Erst Romy, Audrey und jetzt Greta – man könnte fast behaupten, BLED WHITE verfolge ein Muster bei der Benennung seiner Platten. Nicht nur mit der Wahl der Namenspatinnen schwelgt er in der Vergangenheit; von Nostalgie geprägt ist auch die Musik selbst, die der in Berlin lebende Solokünstler in DIY-Manier mit analogen Instrumenten einspielt. Mehr als nur ein Hauch 80er-Wave, sowie ordentlich Melancholie und Herzblut befeuern die vier Tracks seiner am 22. Januar erscheinenden neuen EP Greta. Mögen die Melodien auch reiner Pop sein, die Arrangements sind dennoch versponnen und spannend genug, auch Fans von Abwegigem zu gefallen.
Wer sich auch live in die Soundwelten von Bled White entführen lassen möchte, sollte sich seine Deutschlandkonzerte im Januar und Februar vormerken. Für einen Termin eurer Wahl verlosen wir 1×2 Gästelistenplätze! Schreibt bis spätestens 20. Januar eine Mail an indiependance(at)hotmail(dot)com mit eurem vollen Namen und eurer Wunschstadt und ihr landet im Lostopf!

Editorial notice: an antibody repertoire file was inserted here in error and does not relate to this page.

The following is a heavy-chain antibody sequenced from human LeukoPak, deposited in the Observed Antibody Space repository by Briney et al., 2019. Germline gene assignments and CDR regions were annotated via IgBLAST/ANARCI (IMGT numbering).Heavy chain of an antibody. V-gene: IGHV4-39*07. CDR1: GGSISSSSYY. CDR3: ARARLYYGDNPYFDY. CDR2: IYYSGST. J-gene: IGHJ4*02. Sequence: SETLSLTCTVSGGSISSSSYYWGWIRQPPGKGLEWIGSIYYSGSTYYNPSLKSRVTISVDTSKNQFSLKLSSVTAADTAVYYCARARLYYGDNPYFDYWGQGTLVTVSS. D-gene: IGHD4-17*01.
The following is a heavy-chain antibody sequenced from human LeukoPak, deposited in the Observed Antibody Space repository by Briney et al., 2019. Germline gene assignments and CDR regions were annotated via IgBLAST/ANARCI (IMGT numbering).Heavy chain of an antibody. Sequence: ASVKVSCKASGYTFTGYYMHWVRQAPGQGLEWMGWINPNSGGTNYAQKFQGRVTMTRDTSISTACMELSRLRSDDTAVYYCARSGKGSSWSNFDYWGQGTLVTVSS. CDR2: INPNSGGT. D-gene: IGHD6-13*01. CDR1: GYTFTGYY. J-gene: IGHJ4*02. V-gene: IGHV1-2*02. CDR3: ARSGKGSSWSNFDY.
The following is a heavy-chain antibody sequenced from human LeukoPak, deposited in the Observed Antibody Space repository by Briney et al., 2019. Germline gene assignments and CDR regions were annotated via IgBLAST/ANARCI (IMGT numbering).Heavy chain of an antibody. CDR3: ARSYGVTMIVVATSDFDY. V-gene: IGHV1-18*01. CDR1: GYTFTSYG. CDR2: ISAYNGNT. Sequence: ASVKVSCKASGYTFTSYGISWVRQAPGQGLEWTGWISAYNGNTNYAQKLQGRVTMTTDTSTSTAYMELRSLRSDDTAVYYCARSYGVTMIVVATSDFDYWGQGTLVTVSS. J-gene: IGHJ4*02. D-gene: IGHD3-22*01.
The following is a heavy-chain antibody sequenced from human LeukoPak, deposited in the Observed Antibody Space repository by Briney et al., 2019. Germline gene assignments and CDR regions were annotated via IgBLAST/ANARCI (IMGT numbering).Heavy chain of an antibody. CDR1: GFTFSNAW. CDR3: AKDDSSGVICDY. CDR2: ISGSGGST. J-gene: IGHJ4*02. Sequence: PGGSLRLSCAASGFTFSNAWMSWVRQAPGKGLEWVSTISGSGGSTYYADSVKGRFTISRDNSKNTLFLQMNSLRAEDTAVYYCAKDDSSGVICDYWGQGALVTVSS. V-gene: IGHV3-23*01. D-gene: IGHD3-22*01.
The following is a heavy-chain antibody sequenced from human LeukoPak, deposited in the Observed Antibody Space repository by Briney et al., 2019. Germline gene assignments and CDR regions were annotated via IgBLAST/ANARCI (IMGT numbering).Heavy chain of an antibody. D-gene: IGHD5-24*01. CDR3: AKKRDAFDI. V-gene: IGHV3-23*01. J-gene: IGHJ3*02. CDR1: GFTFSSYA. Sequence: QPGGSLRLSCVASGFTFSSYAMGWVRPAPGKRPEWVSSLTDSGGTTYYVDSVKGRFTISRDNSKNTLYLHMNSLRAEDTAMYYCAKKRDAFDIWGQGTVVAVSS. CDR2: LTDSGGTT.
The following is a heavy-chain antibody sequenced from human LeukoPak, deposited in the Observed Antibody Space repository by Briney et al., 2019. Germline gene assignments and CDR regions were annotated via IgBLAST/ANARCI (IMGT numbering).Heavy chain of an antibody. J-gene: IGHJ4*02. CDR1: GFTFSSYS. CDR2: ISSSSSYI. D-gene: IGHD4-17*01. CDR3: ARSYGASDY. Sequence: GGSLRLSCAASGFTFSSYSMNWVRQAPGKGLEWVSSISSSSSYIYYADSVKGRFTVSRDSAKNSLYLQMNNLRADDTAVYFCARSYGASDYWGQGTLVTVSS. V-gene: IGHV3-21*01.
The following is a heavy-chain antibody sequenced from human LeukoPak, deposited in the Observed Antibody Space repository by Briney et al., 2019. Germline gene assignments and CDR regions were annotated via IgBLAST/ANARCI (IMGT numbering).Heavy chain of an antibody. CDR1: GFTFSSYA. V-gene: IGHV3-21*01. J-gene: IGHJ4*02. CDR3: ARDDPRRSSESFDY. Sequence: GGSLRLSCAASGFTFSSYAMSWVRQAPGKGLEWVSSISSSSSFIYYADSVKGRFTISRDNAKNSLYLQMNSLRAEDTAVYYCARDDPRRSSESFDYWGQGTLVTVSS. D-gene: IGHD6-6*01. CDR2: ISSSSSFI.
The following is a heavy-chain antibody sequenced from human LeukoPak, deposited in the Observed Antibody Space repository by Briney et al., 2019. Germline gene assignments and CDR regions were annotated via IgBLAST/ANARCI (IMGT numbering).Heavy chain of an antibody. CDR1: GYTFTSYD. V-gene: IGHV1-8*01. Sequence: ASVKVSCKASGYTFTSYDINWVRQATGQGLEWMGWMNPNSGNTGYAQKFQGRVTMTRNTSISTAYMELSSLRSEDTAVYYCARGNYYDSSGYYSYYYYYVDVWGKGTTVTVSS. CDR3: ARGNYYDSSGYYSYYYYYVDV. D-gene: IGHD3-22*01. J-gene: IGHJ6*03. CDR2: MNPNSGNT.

A British band that have recently released a top 10 album with two hit singles, have played Glastonbury and Jools Holland and fill big venues in their motherland? Surely they would play a bigger venue than Hamburg’s small cult club Molotow! Well, not in the case of Manchester’s finest Everything Everything, who brought sweaty dance moves to the 300 people in the sold out venue with their futuristic electro-pop.
Their support, too, was quite the entertaining act. Inner Tongue from Vienna captured the crowd with their dreamy and spacey electronic vibes, steady drumbeat and the thin voice of their frontman. Every song took you to a different dimension. The five-piece were so ecstatic and lost in their own music on stage that you didn’t really know where to look because so much was happening at the same time.